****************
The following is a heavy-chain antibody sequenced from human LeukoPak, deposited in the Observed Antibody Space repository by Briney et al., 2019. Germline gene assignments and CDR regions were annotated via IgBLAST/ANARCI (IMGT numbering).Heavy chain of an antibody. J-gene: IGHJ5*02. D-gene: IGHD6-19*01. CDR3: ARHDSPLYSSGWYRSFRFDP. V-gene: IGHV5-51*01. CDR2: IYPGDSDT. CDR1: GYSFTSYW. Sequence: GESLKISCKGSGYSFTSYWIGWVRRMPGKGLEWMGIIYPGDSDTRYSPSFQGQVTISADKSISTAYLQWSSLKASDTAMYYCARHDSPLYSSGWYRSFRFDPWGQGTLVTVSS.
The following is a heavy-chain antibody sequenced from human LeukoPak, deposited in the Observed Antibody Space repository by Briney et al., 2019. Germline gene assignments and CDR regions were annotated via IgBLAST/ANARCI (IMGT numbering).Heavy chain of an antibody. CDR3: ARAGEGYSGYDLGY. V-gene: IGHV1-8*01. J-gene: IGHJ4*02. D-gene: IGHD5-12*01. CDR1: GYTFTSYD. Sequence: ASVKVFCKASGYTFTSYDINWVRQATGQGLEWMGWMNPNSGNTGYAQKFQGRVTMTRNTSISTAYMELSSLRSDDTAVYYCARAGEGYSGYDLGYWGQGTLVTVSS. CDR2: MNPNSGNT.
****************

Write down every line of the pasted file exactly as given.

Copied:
The following is a heavy-chain antibody sequenced from human LeukoPak, deposited in the Observed Antibody Space repository by Briney et al., 2019. Germline gene assignments and CDR regions were annotated via IgBLAST/ANARCI (IMGT numbering).Heavy chain of an antibody. J-gene: IGHJ5*02. D-gene: IGHD6-19*01. CDR3: ARHDSPLYSSGWYRSFRFDP. V-gene: IGHV5-51*01. CDR2: IYPGDSDT. CDR1: GYSFTSYW. Sequence: GESLKISCKGSGYSFTSYWIGWVRRMPGKGLEWMGIIYPGDSDTRYSPSFQGQVTISADKSISTAYLQWSSLKASDTAMYYCARHDSPLYSSGWYRSFRFDPWGQGTLVTVSS.
The following is a heavy-chain antibody sequenced from human LeukoPak, deposited in the Observed Antibody Space repository by Briney et al., 2019. Germline gene assignments and CDR regions were annotated via IgBLAST/ANARCI (IMGT numbering).Heavy chain of an antibody. CDR3: ARAGEGYSGYDLGY. V-gene: IGHV1-8*01. J-gene: IGHJ4*02. D-gene: IGHD5-12*01. CDR1: GYTFTSYD. Sequence: ASVKVFCKASGYTFTSYDINWVRQATGQGLEWMGWMNPNSGNTGYAQKFQGRVTMTRNTSISTAYMELSSLRSDDTAVYYCARAGEGYSGYDLGYWGQGTLVTVSS. CDR2: MNPNSGNT.